Believe it or not, learning Dota 2 is easy nowadays. I don’t mean easy in the sense that it is straightforward or comprehensible or painless. I mean easy in the sense that it is slightly less angry at you for wanting to know what’s going on. I mean easy in the sense that people like me will tell you that you’ve never had it so good. We had to walk two miles in the Frostivus snow to find a match, and whittle our own Force Staff by hand and no-one had even heard of Purge and his useful video tutorials.
Dota Auto Chess—a spectacularly popular custom game mode by Drodo Studio—is a return to that initial bafflement. “You can pick dota heros as your chesses,” says the blurb, “and they will automatically fight for you on a 8*8 chessboard.”
Now, I have 2000+ hours of Dota on my account. I beat my mum at chess when I was in a hospital bed, stuffed with morphine after a life-saving operation. Neither of these skillsets has proven particularly useful in Dota Auto Chess.
The broad idea behind Dota Auto Chess is closer to deck-building games than to either chess or Dota. The basic pattern of each round is: earn money, choose whether to spend that money on heroes, position those heroes on the board, then let a fight against the heroes of a randomly chosen opponent (from the seven others you’re grouped with) auto-resolve. If you win, you get a bit more gold and maintain your health bar. If you lose, you’ll take a bit of damage. A match lasts as many rounds as it takes for only one player to be left standing. You can keep an eye on how everyone’s doing via a leaderboard on the right hand side of the screen.
Because nothing related to Dota is ever simple, there are a lot of other variables to keep track of along the way. Managing your gold is vital—you want to balance investing in heroes and getting gold through fighting, with keeping some in your pocket to earn interest, spending to level up your donkey (and thus increase the number of heroes (referred to as “chesses”) which you can have on the board), and re-rolling the hero selection.
Each hero is listed with a species and class. If you have multiple heroes from that species or class on the board you can get boosts. The orc species combo gets you a higher maximum HP for each orc, the mage class combo reduces enemy magic resistance.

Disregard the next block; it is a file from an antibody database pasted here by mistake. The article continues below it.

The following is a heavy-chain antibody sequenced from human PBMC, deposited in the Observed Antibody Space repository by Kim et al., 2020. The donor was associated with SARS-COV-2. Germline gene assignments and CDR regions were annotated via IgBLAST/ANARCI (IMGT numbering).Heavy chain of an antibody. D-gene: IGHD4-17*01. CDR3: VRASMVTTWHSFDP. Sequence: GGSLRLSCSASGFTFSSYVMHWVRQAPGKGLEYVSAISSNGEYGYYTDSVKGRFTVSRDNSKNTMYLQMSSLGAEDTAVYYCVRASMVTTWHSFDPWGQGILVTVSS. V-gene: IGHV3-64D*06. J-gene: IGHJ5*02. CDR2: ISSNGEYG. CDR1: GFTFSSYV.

As well as that interplay there’s a spatial element. Do you bunch your heroes up or spread them out? Do you try to protect a vulnerable unit or shove them to the front as a meat shield? How can you keep important combos in play by keeping the relevant units alive? That’s one part which felt like it was drawing on my actual Dota knowledge.
Another part which taps into that knowledge is the item system. Some rounds have you facing off against non-player units—the neutral creeps from Dota’s jungles. If you beat them they can drop little treasure chests containing items which the donkey can fetch and put in its little backpack. You can then ask the donkey to deliver the items to a specific unit, thus bestowing its benefits to that unit. Essentially, it’s the courier function the donkey traditionally fulfils in Dota 2. Knowing the types of items which benefit particular heroes in the main game will give you a headstart here. If you don’t know Dota you might not realise you need to deliver the items to specific heroes at all instead of just collecting them in your pack.
Then there’s the merge-three minigame. Plonking down three identical heroes of the same level (with one or two class exceptions) will merge them into a single, more powerful hero. This has knock-on effects when it comes to which heroes you buy, when you place them on the board, and how it raises or reduces the number of units on the board.
When I booted the game up for the first time it wasn’t even clear where I was, or how I was supposed to chess. The game tips disappeared offscreen before I’d read the first word and the camera was pointing at a rival’s board, meaning I couldn’t see the result of any of my actions. The resulting panic is how I learned that the boards of each of the eight players are presented as physical islands in a 3x3 grid. Panning around you can check in on other players or enjoy the fact that the middle board is missing, replaced by a small version of the Dota map.